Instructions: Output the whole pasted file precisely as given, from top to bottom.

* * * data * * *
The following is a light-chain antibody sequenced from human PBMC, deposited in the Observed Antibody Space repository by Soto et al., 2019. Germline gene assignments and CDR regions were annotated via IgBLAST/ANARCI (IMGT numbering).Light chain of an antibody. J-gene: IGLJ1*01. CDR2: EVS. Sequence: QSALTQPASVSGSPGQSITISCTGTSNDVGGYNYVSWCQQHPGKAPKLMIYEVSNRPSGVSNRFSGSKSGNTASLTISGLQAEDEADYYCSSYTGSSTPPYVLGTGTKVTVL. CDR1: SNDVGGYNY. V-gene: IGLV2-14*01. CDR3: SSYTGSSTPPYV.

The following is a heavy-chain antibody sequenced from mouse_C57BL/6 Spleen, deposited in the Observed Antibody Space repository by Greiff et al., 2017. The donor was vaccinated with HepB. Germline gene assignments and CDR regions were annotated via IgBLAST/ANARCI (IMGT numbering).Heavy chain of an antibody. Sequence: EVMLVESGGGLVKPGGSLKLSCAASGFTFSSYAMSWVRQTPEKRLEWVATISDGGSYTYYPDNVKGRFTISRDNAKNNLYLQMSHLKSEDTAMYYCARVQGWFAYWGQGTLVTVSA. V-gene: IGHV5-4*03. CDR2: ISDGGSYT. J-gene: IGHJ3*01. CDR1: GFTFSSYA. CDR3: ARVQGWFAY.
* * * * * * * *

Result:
The following is a light-chain antibody sequenced from human PBMC, deposited in the Observed Antibody Space repository by Soto et al., 2019. Germline gene assignments and CDR regions were annotated via IgBLAST/ANARCI (IMGT numbering).Light chain of an antibody. J-gene: IGLJ1*01. CDR2: EVS. Sequence: QSALTQPASVSGSPGQSITISCTGTSNDVGGYNYVSWCQQHPGKAPKLMIYEVSNRPSGVSNRFSGSKSGNTASLTISGLQAEDEADYYCSSYTGSSTPPYVLGTGTKVTVL. CDR1: SNDVGGYNY. V-gene: IGLV2-14*01. CDR3: SSYTGSSTPPYV.

The following is a heavy-chain antibody sequenced from mouse_C57BL/6 Spleen, deposited in the Observed Antibody Space repository by Greiff et al., 2017. The donor was vaccinated with HepB. Germline gene assignments and CDR regions were annotated via IgBLAST/ANARCI (IMGT numbering).Heavy chain of an antibody. Sequence: EVMLVESGGGLVKPGGSLKLSCAASGFTFSSYAMSWVRQTPEKRLEWVATISDGGSYTYYPDNVKGRFTISRDNAKNNLYLQMSHLKSEDTAMYYCARVQGWFAYWGQGTLVTVSA. V-gene: IGHV5-4*03. CDR2: ISDGGSYT. J-gene: IGHJ3*01. CDR1: GFTFSSYA. CDR3: ARVQGWFAY.